(© Manolo Mendez and Caroline Larrouilh. First published Baroque Horse Magazine, July 31, 2013. Image Courtesy Manolo Mendez Dressage.)
How I Introduce the Walk Pirouette
To introduce the walk pirouette, several methods can be used.
Turn on the haunches: Some riders ask for a turn on the haunches and then make the turn smaller and smaller. Sometimes the term turn on the haunches is used to describe a pirouette. This is not quite correct. A turn on the haunches is different from a pirouette in two ways; it is asked for in a slowed medium walk instead of a collected walk, and the hind legs travel on a wider circle then what is required in a pirouette which requires the inside hind leg lifts and drops in the same footprint.
I do not use this approach because in my experience, teaching pirouette like this interferes with flexion and the correct bend of the whole horse’s body. The horse goes into the movement anticipating no flexion and they do not understand the bend we are now asking for to make the movement a correct pirouette. As a result, they tend to want to take over and struggle.
Haunches in: Pirouette can also be taught by asking for haunches in on a 10-meter circle. I do not use this approach because it is not appropriate for a young or inexperienced horse (below Medium/3rd level). They should not be expected to maintain flexion and bend on a 10 meter circle for so long. It is too small a circle and it is physically too demanding. This exercise can be adapted and used in increments that break up the 10-meter circle but it should only be used with a horse that has extensive experience doing lateral work, never with a young or inexperienced horse.
In all my training, I like to make the work very simple for my horse, and as easy physically as possible.
Travers: As a preparation for working on pirouettes, as previously mentioned, I make sure my horse is confirmed in his lateral work and travers in particular.
I like to use travers because it is an easy introduction for my horse to learn to move in the same direction as his body’s flexion and bend. I can ask for just a few steps in the beginning in walk, trot or canter without stressing him. This is a prelude to what we will ask for half-pass and pirouettes.
To ride travers, I bend my horse so that his forehand is on the track and his hindquarters are off the track, inside the arena. I position him so that his outside hind leg crosses over the inside hind leg and steps into the track of the inside fore leg. This increases the engagement of the inside hind leg so that its joints have to flex more deeply and carry more weight. With an inexperienced horse, I first ask for this movement as I turn into the corner, from the short to long side.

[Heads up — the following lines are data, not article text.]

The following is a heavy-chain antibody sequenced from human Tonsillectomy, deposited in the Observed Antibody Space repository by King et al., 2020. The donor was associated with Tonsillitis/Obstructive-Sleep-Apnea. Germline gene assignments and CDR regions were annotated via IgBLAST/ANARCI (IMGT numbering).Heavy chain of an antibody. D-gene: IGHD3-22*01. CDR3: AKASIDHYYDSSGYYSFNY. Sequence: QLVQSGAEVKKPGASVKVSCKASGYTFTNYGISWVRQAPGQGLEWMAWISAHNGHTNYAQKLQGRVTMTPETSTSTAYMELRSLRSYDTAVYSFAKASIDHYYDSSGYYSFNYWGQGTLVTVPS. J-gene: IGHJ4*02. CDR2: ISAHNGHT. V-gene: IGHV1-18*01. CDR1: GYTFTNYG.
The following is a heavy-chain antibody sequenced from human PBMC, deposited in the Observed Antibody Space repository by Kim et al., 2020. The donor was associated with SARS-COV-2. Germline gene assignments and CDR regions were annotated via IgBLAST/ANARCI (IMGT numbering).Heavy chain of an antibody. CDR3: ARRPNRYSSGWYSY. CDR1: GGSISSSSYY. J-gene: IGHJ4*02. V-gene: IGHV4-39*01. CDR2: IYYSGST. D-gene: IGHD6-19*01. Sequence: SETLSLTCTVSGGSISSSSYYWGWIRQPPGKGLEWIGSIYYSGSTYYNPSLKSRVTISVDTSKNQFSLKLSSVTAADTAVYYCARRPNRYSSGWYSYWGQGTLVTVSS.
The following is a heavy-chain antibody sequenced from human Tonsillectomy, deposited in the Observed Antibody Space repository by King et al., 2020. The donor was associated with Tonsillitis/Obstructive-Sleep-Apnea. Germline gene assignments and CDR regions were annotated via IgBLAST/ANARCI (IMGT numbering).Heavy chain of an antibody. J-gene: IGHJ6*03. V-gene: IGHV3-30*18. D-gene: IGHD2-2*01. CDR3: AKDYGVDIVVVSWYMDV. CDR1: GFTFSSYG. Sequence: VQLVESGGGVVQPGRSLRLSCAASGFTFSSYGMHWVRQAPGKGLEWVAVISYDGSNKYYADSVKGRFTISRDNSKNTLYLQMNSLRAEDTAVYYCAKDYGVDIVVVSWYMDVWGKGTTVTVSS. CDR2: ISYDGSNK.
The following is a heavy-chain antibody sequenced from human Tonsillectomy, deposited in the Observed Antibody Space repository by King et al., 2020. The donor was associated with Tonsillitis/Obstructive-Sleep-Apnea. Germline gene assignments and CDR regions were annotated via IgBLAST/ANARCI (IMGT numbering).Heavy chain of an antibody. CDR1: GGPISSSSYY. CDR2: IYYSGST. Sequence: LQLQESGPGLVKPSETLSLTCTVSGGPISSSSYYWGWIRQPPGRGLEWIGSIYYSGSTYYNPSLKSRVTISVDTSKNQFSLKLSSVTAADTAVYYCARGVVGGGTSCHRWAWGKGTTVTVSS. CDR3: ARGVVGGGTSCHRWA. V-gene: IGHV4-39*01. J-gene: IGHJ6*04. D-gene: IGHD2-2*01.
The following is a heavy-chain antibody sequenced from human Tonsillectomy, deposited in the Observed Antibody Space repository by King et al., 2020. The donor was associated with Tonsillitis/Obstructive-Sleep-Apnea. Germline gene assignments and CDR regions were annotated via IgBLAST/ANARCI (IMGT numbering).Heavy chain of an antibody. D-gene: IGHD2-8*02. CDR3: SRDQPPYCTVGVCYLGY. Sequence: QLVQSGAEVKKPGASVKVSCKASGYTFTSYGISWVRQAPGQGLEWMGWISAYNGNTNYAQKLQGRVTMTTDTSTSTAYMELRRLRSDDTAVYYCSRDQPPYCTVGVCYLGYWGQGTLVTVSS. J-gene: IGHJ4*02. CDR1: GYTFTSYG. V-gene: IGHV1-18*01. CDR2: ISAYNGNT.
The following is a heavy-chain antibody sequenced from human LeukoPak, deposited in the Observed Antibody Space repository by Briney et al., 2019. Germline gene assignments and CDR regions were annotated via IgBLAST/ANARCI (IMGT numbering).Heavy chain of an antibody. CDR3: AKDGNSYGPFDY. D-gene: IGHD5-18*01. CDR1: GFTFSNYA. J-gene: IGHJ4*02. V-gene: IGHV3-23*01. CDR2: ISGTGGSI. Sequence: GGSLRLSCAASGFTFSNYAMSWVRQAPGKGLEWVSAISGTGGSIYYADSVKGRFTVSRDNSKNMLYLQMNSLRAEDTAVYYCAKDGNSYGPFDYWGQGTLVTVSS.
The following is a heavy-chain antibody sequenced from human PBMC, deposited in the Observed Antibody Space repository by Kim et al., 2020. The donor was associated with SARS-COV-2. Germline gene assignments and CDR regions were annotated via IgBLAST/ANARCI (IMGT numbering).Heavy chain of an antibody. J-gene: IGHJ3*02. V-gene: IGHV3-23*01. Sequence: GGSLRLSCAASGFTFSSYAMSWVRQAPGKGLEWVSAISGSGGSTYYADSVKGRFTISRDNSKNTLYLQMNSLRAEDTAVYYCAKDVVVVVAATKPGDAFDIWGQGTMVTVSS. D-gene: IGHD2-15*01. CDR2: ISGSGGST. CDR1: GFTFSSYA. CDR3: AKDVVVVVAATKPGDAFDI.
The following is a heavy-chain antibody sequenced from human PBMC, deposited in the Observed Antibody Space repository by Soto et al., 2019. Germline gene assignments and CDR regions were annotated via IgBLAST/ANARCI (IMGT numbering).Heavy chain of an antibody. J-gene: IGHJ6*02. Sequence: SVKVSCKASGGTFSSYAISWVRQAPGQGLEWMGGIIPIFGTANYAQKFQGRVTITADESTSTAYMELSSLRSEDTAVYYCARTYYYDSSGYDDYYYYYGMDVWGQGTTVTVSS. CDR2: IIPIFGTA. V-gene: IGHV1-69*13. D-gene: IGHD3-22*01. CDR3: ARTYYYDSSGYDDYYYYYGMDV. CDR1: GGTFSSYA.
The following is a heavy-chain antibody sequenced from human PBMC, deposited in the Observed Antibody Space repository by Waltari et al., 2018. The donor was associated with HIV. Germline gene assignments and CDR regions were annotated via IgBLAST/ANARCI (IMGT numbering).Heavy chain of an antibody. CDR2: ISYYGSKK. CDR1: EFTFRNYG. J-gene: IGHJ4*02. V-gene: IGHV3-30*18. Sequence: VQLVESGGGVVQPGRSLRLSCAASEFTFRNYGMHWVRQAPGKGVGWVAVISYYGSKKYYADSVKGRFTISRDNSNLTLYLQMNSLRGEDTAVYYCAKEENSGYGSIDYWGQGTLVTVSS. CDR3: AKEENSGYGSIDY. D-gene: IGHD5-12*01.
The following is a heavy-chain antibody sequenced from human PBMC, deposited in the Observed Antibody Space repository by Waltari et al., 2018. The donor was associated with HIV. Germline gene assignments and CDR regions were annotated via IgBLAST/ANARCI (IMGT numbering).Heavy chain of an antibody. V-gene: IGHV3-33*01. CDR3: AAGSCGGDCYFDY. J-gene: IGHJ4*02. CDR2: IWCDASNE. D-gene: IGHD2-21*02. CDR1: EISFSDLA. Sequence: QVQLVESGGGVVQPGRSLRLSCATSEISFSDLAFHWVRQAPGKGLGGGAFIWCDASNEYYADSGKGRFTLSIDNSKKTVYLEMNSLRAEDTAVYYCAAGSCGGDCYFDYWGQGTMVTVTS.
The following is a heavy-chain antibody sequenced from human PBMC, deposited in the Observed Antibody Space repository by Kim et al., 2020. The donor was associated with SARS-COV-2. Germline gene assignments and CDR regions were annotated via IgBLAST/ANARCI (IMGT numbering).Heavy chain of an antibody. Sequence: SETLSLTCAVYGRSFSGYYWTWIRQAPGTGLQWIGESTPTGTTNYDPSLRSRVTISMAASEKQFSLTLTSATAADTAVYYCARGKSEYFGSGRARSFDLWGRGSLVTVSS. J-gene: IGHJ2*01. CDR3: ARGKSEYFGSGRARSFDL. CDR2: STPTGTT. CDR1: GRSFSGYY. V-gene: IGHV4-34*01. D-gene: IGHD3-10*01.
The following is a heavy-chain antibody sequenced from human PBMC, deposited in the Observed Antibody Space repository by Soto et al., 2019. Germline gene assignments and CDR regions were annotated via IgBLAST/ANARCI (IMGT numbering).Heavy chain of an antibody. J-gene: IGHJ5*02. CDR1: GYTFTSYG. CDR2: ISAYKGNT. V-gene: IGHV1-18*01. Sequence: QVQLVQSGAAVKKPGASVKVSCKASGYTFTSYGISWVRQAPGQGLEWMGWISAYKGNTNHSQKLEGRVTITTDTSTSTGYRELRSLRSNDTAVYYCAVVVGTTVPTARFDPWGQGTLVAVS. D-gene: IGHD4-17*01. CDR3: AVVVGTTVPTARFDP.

As he understands this work, I can ask my horse to do a few steps of travers, go straight and do a few more steps of travers again without needing a corner to set the movement up.
Beginning to Teach Pirouette
Once he is fluent in travers, I am ready to start working on my pirouettes.
One figure I like to use is a square with four square corners that I can turn into 1/4, 1/2, 3/4 or full pirouettes if I want to, or turn into a circle or ride simply as a corner, depending on how my horse feels. I use this square not only to teach the walk pirouette from scratch but also to retrain a horse who does not understand how to execute a correct pirouette but can do a bad one.
I begin by riding around the arena and warm up my horse. Then, in a good active–but not over-active–walk, as I turn onto the long side, I ask for a couple of steps of travers.
Then I go straight, then a couple of travers steps again until the next corner.
The travers helps prepare my horse for the pirouette as it improves the crossing of the outside hind leg and creates more engagement for the inside hind leg; it has to carry more weight and its joints have to flex more deeply.
I turn the corner onto the short side, walk straight and make a square corner right, walk straight, make another square corner to the right, go straight, slow down, turn right but I do not ask for a pirouette yet, I continue straight, and the next corner I slow down and ask for a quarter pirouette checking that the outside hind leg stepped under and over well. Then I go straight, do a square corner without asking for anything, then straight and at the next corner I ask again for a quarter pirouette.
I consider if my horse is listening to me. I go straight and ask for no pirouette and at the next corner, I ask for a half. I go back to the long wall and ask for travers at the walk, not too steep.
I vary the walk, sometime working walk, sometimes a more collected walk, I ask my horse to slow down and ask for a quarter pirouette again, then ask for a half pirouette.
I vary the size of the pirouettes I am asking for because I am training, not competing and I want to develop my horse’s suppleness, willingness and keep his attention. My pirouettes may be a bit bigger or smaller then 3 meters and I am not concerned about it. I am not drilling, I am suppling my horse.
I do not want my horse to anticipate and brace against what comes next. I am constantly listening to what his body is telling me. His ribs against my leg…are they stiff or supple? Is he struggling to bend or carry himself over his inside hind leg or is it easy for him? How does he feels in the contact? Is his mouth soft or is he locking his jaw and poll? If he tells me I am asking for too much bend for him today, I ask for less.